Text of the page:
Christian educator, former librarian, and mother of three, Claire Abraham proclaims the Word of the Lord in gratitude and love.
The Big Bang... And God Said, Let There Be Light
Bible Verse: Genesis 1:3
3 And God said, “Let there be light,” and there was light. God saw that the light was good, and he separated the light from the darkness. 5 God called the light “day,” and the darkness he called “night.” And there was evening, and there was morning—the first day.
Scientists Have Another Point of View
Now, here's the trick. Morning came, and evening came - the first day. But what is a day when there is no sun, and nothing to spin on its axis? Does this first day really have to be exactly 24 hours long? And if it was, how do they know that?
Scientists from NASA believe that the universe was formed about 13.8 billion years ago when a tiny singularity, containing all the mass eventually to be found in all creation, began to expand. The temperature was billions of degrees Fahrenheit, and no light could escape because the free electrons wildly flailing about could not attach to nuclei. As the primordial soup cooled, however, electrons attached themselves to nuclei and became the first neutral atoms. And THEN there was light - but it came about 380,000 years after the Big Bang.
- What Is the Big Bang Theory? | Space
The Big Bang Theory is the leading explanation about how the universe began. At its simplest, it talks about the universe as we know it starting with a small singularity, then inflating over the next 13.8 billion years to the cosmos that we know toda
They can't both be right, can they? Can a day last 380,000 years?
Answer: Why not?
I am not a Bible literalist. I do not believe that every syllable that was written in the Bible was intended to be scrutinized for methodical scientific accuracy thousands of years after it was written. I also do not believe that every revelation given to Bronze Age man by God was intended to be refuted by the scientific method in the Atomic Age. Jesus spoke in parables. Is it so hard to believe that the divine inspiration of creation must judged entirely literally?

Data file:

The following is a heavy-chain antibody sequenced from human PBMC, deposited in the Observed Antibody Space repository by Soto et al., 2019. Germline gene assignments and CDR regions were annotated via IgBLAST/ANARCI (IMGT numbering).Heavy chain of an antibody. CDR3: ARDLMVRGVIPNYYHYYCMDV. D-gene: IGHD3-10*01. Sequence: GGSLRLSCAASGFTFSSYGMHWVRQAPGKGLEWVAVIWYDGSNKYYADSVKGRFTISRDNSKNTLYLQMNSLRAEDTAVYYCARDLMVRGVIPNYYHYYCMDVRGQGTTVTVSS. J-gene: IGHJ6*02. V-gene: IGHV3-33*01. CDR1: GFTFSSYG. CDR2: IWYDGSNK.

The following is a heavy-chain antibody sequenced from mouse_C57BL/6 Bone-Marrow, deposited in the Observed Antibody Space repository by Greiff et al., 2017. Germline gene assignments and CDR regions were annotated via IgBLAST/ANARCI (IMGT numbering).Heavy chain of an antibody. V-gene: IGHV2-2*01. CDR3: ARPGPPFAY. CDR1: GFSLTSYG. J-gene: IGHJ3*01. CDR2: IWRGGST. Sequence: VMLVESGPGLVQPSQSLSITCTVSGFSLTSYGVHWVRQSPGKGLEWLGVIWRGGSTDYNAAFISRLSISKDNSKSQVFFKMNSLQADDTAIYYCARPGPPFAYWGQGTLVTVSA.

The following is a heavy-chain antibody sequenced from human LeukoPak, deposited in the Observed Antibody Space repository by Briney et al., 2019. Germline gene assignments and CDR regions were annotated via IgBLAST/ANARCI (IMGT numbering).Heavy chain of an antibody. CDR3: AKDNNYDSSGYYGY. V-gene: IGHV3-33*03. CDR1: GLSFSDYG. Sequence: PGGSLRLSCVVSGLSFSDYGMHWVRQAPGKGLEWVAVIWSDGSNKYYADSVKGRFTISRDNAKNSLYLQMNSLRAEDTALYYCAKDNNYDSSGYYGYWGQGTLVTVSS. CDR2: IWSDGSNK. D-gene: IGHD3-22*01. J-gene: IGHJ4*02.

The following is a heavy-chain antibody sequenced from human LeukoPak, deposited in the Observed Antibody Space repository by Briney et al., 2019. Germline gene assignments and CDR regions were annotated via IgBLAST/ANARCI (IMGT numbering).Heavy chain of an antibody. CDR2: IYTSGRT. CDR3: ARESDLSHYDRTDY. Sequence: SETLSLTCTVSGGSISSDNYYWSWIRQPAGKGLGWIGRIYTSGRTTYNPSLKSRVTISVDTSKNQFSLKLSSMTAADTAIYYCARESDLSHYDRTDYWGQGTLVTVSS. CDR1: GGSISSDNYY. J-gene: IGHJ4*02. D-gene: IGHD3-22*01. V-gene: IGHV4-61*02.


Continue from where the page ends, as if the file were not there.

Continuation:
Here is an artist's rendition of the early universe.
A day by who's standards?
According to scientists, all parts of the universe were not created at the same time. In order for the first chapter of Genesis to be entirely, literally accurate, we would have to have the sun and earth available to provide measurements; after all, a day happens when the earth rotates on its axis once, showing every part of the planet to the sun for a certain amount of time. However, as we can see from looking at the illustration above, different parts of the universe were created at different times, and our own earth is only about 4.54 billion years old - a mere baby compared to the universe itself!
What happened, then?
Just the facts. And how the Bible interprets them for Bronze Age Man.
God said "Let there be light" and the singularity began to expand. Eventually, the light came into being, and God said that it was Good. Did it take exactly 24 hours? Why should it have to? We are speaking of a being that is infinite in wisdom, knowledge, power and scientific acumen.
Does He REALLY have to follow our timetable, and does He cease to be viable if ancient stories handed down through the oral tradition through generations do not follow the methodical observations determined by modern scientists?
The Bible Began as Stories
The Oral Traditon
Before Moses wrote down the text of the Pentateuch, before King James had the entire Bible printed in English so that ordinary people could read it, there was the oral tradition. For centuries after the beginning of creation, people sat around the fires at their campsites and told stories. While conversations during the day involved practical matters, stories told after dark reached into the depths of man's hopes, fears and curiosities. This was where people stopped merely trying to survive and began to think about their emotions, their hopes, and to contemplate their place in the Cosmos.
This is where divine inspiration whispered in someone's ear and said "God said, let there be light, and there was light."
Was it instantaneous? Did it need to be? Did we discover, thousands of years later, that there was indeed a singularity that suddenly turned into a Big Bang, and everything that ever was came from that singular event?
Did it have to be 24 hours? What is 24 hours to One who is Eternal?
Is this the problem?
Is this God?
In the picture above, we see a very traditional depiction of God - a wizened White man sitting sagely on His thrones, surrounded by adorable and adoring angels. It's God as Grumpy Grandpa, looking to create with one hand and smite with another.
Or is this God?
Does God have to look like a human? Can He be the Universe itself, with a consciousness that goes beyond human comprehension and intelligence in every atom that shows all our human knowledge to be a single baby's babble?
The Bible says He created Light on the first day. Does this mean it took 24 hours, or does it mean that He understands we measure our accomplishments by days and he presented His Works to us on our own terms?
God said, "Let there be light" and there was a Big Bang. From it, came light, and God saw that it was good.